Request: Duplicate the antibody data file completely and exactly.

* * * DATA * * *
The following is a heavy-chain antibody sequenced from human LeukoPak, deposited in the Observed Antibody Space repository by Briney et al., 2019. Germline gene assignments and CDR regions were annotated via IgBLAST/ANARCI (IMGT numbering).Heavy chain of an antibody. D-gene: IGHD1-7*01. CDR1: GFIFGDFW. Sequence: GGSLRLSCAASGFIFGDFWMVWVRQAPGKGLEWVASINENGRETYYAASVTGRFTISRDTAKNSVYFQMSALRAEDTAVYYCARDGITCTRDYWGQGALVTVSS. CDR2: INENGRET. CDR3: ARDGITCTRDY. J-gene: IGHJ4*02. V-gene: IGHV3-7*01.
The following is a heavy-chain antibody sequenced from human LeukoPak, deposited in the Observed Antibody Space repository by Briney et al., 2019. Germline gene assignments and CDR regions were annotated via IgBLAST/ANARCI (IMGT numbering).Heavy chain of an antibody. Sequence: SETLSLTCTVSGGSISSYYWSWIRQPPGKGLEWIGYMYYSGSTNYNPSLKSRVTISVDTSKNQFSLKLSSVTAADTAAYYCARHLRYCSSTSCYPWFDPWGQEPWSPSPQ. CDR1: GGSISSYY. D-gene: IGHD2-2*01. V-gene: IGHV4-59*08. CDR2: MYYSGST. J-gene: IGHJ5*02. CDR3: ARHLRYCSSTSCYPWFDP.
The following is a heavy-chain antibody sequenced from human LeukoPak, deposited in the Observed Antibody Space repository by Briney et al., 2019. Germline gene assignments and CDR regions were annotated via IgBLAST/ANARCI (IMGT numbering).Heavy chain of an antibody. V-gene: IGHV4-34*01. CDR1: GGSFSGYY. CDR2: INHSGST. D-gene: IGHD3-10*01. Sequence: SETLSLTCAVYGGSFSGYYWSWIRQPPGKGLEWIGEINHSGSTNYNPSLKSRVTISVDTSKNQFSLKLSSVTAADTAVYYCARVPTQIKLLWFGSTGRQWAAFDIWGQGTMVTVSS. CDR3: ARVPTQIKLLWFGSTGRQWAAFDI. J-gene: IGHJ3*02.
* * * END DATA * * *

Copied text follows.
The following is a heavy-chain antibody sequenced from human LeukoPak, deposited in the Observed Antibody Space repository by Briney et al., 2019. Germline gene assignments and CDR regions were annotated via IgBLAST/ANARCI (IMGT numbering).Heavy chain of an antibody. D-gene: IGHD1-7*01. CDR1: GFIFGDFW. Sequence: GGSLRLSCAASGFIFGDFWMVWVRQAPGKGLEWVASINENGRETYYAASVTGRFTISRDTAKNSVYFQMSALRAEDTAVYYCARDGITCTRDYWGQGALVTVSS. CDR2: INENGRET. CDR3: ARDGITCTRDY. J-gene: IGHJ4*02. V-gene: IGHV3-7*01.
The following is a heavy-chain antibody sequenced from human LeukoPak, deposited in the Observed Antibody Space repository by Briney et al., 2019. Germline gene assignments and CDR regions were annotated via IgBLAST/ANARCI (IMGT numbering).Heavy chain of an antibody. Sequence: SETLSLTCTVSGGSISSYYWSWIRQPPGKGLEWIGYMYYSGSTNYNPSLKSRVTISVDTSKNQFSLKLSSVTAADTAAYYCARHLRYCSSTSCYPWFDPWGQEPWSPSPQ. CDR1: GGSISSYY. D-gene: IGHD2-2*01. V-gene: IGHV4-59*08. CDR2: MYYSGST. J-gene: IGHJ5*02. CDR3: ARHLRYCSSTSCYPWFDP.
The following is a heavy-chain antibody sequenced from human LeukoPak, deposited in the Observed Antibody Space repository by Briney et al., 2019. Germline gene assignments and CDR regions were annotated via IgBLAST/ANARCI (IMGT numbering).Heavy chain of an antibody. V-gene: IGHV4-34*01. CDR1: GGSFSGYY. CDR2: INHSGST. D-gene: IGHD3-10*01. Sequence: SETLSLTCAVYGGSFSGYYWSWIRQPPGKGLEWIGEINHSGSTNYNPSLKSRVTISVDTSKNQFSLKLSSVTAADTAVYYCARVPTQIKLLWFGSTGRQWAAFDIWGQGTMVTVSS. CDR3: ARVPTQIKLLWFGSTGRQWAAFDI. J-gene: IGHJ3*02.